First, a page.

A traditional New Year celebration



By Kayla Phelps

While New Years celebrations have finished for some, many in Lexington have just begun celebrating what will soon be the Year of the Tiger.

People of all ages gathered Saturday at the Lexington Public Library to start their celebrations of the Chinese New Year. Presented by the Kentucky Chinese American Association, the performances celebrated the Year of the Tiger, which begins Feb. 14.

Many decorations filled the stage, including red lanterns streaming from the ceilings and across the curtains. Performers dressed in authentic costumes covering every color of the rainbow.

In addition to colorful costumes, the rhythmic beats created a color of their own. In the opening number, a traditional lion dance was performed in the Southern style.  The heavy drum, choreographed with the movements of the lion, served as a ceremony to drive out evil spirits.

Fan dances were performed throughout the program, including a children’s fan dance, a round fan dance and a long fan dance. These dances consisted of six to nine performers with brightly colored fans guiding their movements.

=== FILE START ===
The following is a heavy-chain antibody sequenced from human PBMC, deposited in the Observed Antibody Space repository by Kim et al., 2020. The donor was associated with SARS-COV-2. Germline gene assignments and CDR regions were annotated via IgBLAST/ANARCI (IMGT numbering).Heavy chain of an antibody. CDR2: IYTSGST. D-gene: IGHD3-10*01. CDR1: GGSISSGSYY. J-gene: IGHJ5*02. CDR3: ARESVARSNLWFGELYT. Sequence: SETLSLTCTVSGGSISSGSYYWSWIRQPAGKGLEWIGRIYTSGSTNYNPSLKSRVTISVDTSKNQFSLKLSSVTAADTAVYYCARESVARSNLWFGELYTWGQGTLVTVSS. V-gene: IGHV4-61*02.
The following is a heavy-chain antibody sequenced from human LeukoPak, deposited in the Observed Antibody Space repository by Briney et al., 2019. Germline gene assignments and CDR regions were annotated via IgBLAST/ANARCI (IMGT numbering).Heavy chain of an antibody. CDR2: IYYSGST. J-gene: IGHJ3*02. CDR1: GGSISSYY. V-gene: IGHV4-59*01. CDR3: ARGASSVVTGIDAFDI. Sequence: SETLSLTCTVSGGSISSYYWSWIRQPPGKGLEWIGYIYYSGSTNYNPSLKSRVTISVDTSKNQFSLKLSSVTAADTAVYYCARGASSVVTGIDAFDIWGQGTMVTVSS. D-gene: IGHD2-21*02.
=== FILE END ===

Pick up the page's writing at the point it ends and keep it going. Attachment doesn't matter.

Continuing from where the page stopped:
Cheryl Pan, a dance artist with the Kentucky Art Council, directed the stage performance. The hour-long program consisted of various dance, vocal, and instrumental performances representing the Chinese culture.

“Dancing is the best way to express Chinese culture,” Pan said.

Performers started rehearsing in early December and had many practices on the weekends, she said.

Changzheng Wang, president of the Kentucky Chinese American Association, said Pan is probably the best Chinese dancer in Kentucky.

“She has a way of teaching people and helping them get comfortable on stage,” Wang said.

This is the program’s fifth year and its popularity has increased drastically, Pan and Wang said.

“We want to bring the community together in a happy atmosphere,” Wang said.

Sean Xie, a political science sophomore at UK, sang a series of songs with three other students. Xie said it is important for other students to recognize the culture.

“We are not only Chinese students, but UK students as well,” Xie said. “It is our duty to take part and show Chinese culture.”

Brian Rose, a political science and international studies freshman, said he attended the event because cultural experiences are important to him.

“I think events like this are vital, especially for UK’s students, when it comes to understanding other cultures and their history,” Rose said. “Every chance anyone gets to be able to learn about traditions unlike theirs should be taken.”

Saturday’s show was a smaller presentation of the sold-out Chinese New Year Celebration to be held on Feb. 6 at the Lexington Opera House.